Autodesk has a cloud infrastructure for its software, and so I wondered if it is possible to use a third-party cloud service, such as SugarSync or DropBox. (I have accounts with both, but use SugarSync since it has the advantage of optionally restricting shared folders as read-only; DropBox doesn't.)
I found that SugarSync works just fine: I could save a drawing in desktop AutoCAD and view it on AutoCAD WS.
Here's how I did it:
0. When you sign up for SugarSync, you designate a SugarSync folder on the desktop. Any file in this folder is uploaded to the cloud any time it changes. (The same applies to Dropbox.) Uploaded files are overwritten, so you would need to save revised drawings by incremental names, manually. (AutoCAD WS keeps track of revisions.)
- In desktop AutoCAD, I opened a drawing from the SugarSynch folder, and then made some changes.
- I saved it. (Performance note: smaller DWG files sync -- upload to the cloud and download to all your registered devices -- faster than big DWG files, naturally!)
- I switched to my Android tablet, and started the SugarSync app.
- I tapped the icon that represents the SugarSync folder on my desktop computer: My Devices, Acer7, SugarSync.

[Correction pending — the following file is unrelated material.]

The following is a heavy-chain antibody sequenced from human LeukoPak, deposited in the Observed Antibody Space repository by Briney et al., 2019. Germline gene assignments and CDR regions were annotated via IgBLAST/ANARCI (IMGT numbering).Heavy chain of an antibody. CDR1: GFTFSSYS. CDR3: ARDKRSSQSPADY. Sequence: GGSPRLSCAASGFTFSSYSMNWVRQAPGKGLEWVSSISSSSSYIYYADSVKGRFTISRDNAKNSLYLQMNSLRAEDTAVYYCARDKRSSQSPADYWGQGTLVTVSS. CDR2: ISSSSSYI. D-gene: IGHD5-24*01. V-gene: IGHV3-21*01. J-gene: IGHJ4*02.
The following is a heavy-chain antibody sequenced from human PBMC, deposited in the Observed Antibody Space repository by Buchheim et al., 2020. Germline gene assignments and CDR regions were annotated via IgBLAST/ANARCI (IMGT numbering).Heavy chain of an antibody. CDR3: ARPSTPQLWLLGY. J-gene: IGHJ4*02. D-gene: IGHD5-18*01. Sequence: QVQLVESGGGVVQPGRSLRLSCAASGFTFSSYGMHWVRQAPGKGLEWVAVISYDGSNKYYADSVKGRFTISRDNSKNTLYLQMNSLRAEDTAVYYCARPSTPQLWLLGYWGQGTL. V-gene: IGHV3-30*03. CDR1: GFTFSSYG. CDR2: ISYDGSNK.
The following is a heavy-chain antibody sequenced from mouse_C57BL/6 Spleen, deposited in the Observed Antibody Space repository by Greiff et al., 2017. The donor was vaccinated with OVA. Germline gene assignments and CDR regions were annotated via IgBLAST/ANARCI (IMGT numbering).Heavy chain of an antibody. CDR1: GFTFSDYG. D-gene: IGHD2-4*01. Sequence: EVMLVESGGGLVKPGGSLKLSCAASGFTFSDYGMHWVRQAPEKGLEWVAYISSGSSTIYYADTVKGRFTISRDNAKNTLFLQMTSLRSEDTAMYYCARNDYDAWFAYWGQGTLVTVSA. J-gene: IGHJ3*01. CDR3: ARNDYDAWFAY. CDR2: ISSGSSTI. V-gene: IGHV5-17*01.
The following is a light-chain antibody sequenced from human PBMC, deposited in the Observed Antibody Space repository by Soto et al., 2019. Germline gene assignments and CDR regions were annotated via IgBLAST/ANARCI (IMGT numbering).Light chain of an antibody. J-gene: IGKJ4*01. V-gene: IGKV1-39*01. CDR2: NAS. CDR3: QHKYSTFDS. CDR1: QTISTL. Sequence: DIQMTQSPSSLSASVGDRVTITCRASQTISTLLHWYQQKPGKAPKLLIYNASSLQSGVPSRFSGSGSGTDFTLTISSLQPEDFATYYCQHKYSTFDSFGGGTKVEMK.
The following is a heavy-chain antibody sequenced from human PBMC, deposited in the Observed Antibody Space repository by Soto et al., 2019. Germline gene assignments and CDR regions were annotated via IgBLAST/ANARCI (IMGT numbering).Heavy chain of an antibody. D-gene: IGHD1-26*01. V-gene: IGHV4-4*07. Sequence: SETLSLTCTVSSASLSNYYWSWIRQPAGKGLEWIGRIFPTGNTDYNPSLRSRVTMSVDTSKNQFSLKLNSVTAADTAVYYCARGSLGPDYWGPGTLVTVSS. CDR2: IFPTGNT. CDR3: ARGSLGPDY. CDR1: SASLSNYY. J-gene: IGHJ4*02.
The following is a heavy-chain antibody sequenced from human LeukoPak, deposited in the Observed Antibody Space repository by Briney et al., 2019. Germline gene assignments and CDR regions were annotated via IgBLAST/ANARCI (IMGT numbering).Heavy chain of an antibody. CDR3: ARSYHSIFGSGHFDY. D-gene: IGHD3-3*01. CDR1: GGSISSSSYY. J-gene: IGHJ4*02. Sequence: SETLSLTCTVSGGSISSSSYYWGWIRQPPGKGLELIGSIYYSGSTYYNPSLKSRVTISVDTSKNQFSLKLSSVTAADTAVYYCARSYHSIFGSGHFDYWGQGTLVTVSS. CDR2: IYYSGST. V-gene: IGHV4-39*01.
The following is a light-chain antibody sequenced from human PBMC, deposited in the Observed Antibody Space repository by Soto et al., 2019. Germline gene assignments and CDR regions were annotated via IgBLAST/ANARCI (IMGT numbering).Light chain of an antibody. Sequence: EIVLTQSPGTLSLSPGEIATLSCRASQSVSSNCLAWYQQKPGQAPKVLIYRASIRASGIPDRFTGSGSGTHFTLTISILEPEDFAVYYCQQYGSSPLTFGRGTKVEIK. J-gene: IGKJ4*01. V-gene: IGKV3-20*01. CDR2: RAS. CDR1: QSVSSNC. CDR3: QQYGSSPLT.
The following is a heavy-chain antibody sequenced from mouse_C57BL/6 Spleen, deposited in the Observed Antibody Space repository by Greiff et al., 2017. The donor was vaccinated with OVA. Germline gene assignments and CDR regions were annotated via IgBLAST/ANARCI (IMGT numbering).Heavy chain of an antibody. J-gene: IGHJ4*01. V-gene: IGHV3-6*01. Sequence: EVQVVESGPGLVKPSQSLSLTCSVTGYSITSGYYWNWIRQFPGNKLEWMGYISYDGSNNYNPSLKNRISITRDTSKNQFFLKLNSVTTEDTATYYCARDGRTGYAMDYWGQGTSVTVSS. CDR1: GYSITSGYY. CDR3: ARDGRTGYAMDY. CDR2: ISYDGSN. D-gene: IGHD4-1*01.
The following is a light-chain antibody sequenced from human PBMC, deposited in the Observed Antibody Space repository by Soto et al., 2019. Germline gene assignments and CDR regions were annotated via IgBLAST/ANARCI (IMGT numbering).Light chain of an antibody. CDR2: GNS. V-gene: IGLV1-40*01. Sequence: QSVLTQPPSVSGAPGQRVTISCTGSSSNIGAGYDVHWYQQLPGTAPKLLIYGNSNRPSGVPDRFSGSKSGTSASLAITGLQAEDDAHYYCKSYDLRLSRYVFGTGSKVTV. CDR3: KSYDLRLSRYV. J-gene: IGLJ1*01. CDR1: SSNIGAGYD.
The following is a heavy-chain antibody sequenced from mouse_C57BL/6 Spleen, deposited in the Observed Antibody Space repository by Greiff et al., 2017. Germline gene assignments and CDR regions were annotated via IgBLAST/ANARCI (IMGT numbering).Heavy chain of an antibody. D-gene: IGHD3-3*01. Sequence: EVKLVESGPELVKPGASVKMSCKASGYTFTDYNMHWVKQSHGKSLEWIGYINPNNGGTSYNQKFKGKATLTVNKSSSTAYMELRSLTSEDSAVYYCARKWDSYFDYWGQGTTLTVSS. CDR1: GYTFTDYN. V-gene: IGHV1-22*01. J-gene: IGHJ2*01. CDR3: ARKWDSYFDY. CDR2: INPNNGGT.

- I selected the DWG file. SugarSynch then downloaded it, from its cloud to my Android.
- Once downloaded, SugarSynch asked me which app should complete the action. I selected AutoCAD WS.
- The DWG file appeared in WS's list, and I opened it. I noticed a substantial delay before WS opened the file; I figure this was due to WS sending the file to Autodesk's cloud. (Internet uploads are 5x slower than downloads with my ISP.) Subsequent loads were faster.
Android and iOS devices have limited amounts of storage space, and so sync services tend to download files on-demand, rather than update all in the background as on desktop versions.
Here are some of the pros and cons I found betwen using SugarSync or Autodesk's cloud:
- Autodesk's cloud is integrated into WS, and presumably will be in its desktop software in the future. This means you don't need to switch between WS and an external app, like SugarSync; the synching is done inside WS with Autodesk's cloud servers.
- Autodesk limits non-subscribers to 1GB of cloud storage. SugarSync starts with 5GB free, and allows you to earn another 3.5GB free through referrals.
- Autodesk limits paid subscribers to 3GB of cloud storage. SugarSync seems to go up to 500GB for paid customers, and perhaps more for business customers (it was hard for me to figure out).
- AutoCAD WS on the Web has a cool feature that lets you visually see the history of drawings, as they looked in earlier versions.
- Both SugarSync and WS on Android limit the sharing of drawings through an email message; no other options are available. Both let you assign permissions to folders, but WS has more options.
Historical note: We saw this integration the first time the "cloud" rolled around (a.k.a. the Internet bubble of the late 1990s), when Autodesk added commands that allowed AutoCAD to save to and from URLs and ftp sites. Later, the functions of the URL commands were integrated into the usual SaveAs, Open, and other file-related commands.